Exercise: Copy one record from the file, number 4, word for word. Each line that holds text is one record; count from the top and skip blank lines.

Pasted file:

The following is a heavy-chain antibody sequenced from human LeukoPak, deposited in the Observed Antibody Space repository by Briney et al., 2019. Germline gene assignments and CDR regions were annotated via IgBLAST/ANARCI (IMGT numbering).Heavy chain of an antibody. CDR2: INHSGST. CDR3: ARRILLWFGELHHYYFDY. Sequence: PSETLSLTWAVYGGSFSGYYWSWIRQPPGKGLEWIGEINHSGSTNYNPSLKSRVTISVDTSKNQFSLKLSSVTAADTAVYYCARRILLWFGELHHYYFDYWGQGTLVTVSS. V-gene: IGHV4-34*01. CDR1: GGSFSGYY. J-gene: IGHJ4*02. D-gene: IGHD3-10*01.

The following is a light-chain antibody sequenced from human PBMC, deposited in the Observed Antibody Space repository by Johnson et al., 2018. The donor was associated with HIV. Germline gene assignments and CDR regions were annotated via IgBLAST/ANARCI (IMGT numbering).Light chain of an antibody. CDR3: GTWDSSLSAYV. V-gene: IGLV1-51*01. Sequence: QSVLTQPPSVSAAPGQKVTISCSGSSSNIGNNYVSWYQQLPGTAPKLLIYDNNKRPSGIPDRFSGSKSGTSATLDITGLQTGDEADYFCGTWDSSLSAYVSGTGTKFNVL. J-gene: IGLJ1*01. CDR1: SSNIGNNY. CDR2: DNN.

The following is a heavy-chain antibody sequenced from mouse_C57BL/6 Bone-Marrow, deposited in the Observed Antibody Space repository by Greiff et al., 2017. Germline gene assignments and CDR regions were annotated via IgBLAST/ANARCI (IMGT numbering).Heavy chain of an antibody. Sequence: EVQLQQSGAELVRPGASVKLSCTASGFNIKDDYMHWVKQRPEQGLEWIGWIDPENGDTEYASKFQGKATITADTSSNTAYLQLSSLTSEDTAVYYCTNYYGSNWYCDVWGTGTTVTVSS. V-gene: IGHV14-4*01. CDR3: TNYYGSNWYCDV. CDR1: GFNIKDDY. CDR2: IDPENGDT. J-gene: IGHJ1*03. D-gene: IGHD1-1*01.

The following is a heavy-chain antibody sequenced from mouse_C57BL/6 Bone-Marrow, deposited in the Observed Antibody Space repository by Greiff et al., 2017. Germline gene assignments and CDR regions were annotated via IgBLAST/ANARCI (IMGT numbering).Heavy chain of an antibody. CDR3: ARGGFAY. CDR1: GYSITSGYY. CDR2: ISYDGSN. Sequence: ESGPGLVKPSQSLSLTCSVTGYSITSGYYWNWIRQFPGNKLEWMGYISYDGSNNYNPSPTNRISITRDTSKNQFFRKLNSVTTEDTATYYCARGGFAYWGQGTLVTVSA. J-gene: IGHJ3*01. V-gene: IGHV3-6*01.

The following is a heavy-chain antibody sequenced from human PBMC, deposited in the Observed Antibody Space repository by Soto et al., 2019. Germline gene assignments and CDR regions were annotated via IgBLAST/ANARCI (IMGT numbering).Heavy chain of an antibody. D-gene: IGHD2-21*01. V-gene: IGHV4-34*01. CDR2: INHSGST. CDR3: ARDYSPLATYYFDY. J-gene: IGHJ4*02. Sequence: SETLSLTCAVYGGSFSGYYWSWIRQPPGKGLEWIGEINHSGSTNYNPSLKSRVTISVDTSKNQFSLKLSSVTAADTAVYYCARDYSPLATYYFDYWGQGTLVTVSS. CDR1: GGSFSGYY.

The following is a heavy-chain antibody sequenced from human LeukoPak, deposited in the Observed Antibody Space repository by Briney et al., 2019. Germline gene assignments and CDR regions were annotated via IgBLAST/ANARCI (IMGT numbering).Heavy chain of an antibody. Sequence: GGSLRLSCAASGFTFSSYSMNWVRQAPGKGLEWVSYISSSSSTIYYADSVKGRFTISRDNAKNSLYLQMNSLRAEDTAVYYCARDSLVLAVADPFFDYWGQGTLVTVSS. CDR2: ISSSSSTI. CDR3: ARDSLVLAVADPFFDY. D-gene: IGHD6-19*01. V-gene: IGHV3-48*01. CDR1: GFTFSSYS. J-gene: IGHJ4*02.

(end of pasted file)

The following is a heavy-chain antibody sequenced from mouse_C57BL/6 Bone-Marrow, deposited in the Observed Antibody Space repository by Greiff et al., 2017. Germline gene assignments and CDR regions were annotated via IgBLAST/ANARCI (IMGT numbering).Heavy chain of an antibody. CDR3: ARGGFAY. CDR1: GYSITSGYY. CDR2: ISYDGSN. Sequence: ESGPGLVKPSQSLSLTCSVTGYSITSGYYWNWIRQFPGNKLEWMGYISYDGSNNYNPSPTNRISITRDTSKNQFFRKLNSVTTEDTATYYCARGGFAYWGQGTLVTVSA. J-gene: IGHJ3*01. V-gene: IGHV3-6*01.